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My daughter got home from work a short time ago. She brought in the mail and gave it to my wife, who gave me an unusual looking package from an address in Anaheim, near Little Arabia.
I opened it. It was filled with 40 postcards, filled out with the names of voters or, if not registered voters, then surely people in need. The postcards were mostly addressed to me, but some were also addressed to Bob Huff — a not uncommon sort of mistake in following instructions.
This was their message to me as a candidate for office:
Support Homes and Jobs for Californians
Our families face a rental housing crisis. Will you invest in affordable housing solutions that create jobs?
We are California’s hardworking families, homeless individuals, seniors on fixed incomes, people with disabilities, foster youth and veterans. As your constituents, we ned your leadership for affordable homes and good jobs now.
[X] I support affordable homes and I commit to vote November 6th.
Well, I know that some out there call people like me “boohoos,” but I stopped short of tearing up. (My wife, when she read them, did get goosebumps, though.) I was touched, and so I went to their Facebook page, gave them a like — which you can do too; the name is in the picture just below — and then wrote a response.
Dear California Homes and Jobs Act members,
I just received 40 postcards from you, combined in a mailing envelope, addressed to me and in some cases also to Bob Huff, my opponent in the upcoming election to the 29th State Senate District. I want to let you know that they arrived safety. I was moved by them; I hope that my opponent Sen. Huff feels the same way.
If elected, I will do what I can to honor your righteous request for greater focus on affordable rental housing. (I’ll try to do so even if I am not elected, but of course then I wouldn’t be able to do as much.) I am hoping that you will do your part to help me, and others similarly disposed, to do so.
Meeting the needs you express will be much easier if our state votes YES ON PROP 30 and NO ON PROP 32. PROP 30 will give us some critical room to maneuver within our state budget. PROP 32 will prevent a virtual takeover of our political process by the sorts of people who oppose the needs you express.
The Presidential election is very important. The election of members of Congress like Jay Chen, Loretta Sanchez, and Alan Lowenthal is important. The election of state legislators like Sharon Quirk-Silva and myself is important. But the most important votes that you can cast in California, to get what you ask for in these cards, are YES ON PROP 30 and NO ON PROP 32.
Voters need to go all the way down to the propositions this year and vote the right way to protect our state. I’m telling people to do that as much as I can. But there are many of you there and just one of me. I ask for your help in spreading the word, YES ON 30 and NO ON 32, over this final week — and thus in helping those voters help sympathetic political representatives to help you.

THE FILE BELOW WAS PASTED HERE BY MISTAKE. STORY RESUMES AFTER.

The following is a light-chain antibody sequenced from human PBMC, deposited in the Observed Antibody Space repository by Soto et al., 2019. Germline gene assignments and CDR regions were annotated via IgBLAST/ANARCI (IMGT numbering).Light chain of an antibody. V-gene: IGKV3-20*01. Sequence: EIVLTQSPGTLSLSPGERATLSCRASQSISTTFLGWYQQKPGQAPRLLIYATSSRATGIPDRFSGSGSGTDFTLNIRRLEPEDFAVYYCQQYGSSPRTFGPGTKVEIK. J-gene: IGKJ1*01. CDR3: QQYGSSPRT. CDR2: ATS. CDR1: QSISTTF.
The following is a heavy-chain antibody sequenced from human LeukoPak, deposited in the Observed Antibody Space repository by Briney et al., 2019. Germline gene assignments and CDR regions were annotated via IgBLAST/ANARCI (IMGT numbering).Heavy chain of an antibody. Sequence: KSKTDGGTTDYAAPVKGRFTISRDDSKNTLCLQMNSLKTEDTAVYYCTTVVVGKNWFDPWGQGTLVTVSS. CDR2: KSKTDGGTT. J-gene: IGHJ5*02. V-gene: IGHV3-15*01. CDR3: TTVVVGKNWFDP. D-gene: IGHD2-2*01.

I thank you for caring enough to do this project and to those at the California Homes and Jobs Project for helping to arrange it. If I am fortunate enough to be elected next week, I look forward to hearing from you often. Meanwhile, I wish you the best.
Candidate for State Senate
Some people have wondered aloud (loudly aloud) why I ran for State Senate when — I suppose it’s time to admit it — I knew from the start that as a fledgling solo practitioner there was only a slim chance that I’d have the time to devote the tremendous amount of effort to it that I see Jay Chen, Sharon Quirk-Silva, Alan Lowenthal, and others put into their campaigns. (Essentially, I would have had been able to raise as much money as they have, pawn off my existing cases, and possibly pay myself a salary. I couldn’t do the first, didn’t want to do the second, and I didn’t feel right about doing the third unless I could match my opponent in funding.)
Well, if being a candidate for state legislature doesn’t necessarily impress those “in the know,” it still impresses a lot of those who aren’t in the know. (That statement will surely strike some uncharitable types who read this as egotistical, but for the most part I find it embarrassing when I’m treated like anything special just because I won an uncontested primary.) Is it good for business? I don’t know — maybe, so long as no one publishes a fanciful drawing of me blogging naked or something, but that’s not the point.
What I like about being a candidate for state legislature is that it makes me, in the eyes of those who don’t “know better,” a kind of representative of the political system overall. And that identification gives me the power to do one thing with greater force than I otherwise might:
I can treat those who write me, seeking my help, with respect and generosity and dignity.
That, and not the opportunity to meet President Clinton or shake hands with powerful civic leaders, is what I do find satisfying. In a world of people who are trying to suppress and to ignore, can be kinder than that — and maybe, somehow, that will do some good. And that is why one of the nicest moments I have had as a candidate this year was receiving that package of postcards — and having the opportunity to give those who wrote them the thanks, for participating in the political process, that they deserve — and maybe thus to encourage them to do so again.
As much as anything else, that is what has motivated me to run for office — and why no matter what happens at the polls I feel that on Tuesday night I will be able to lay claim to a victory.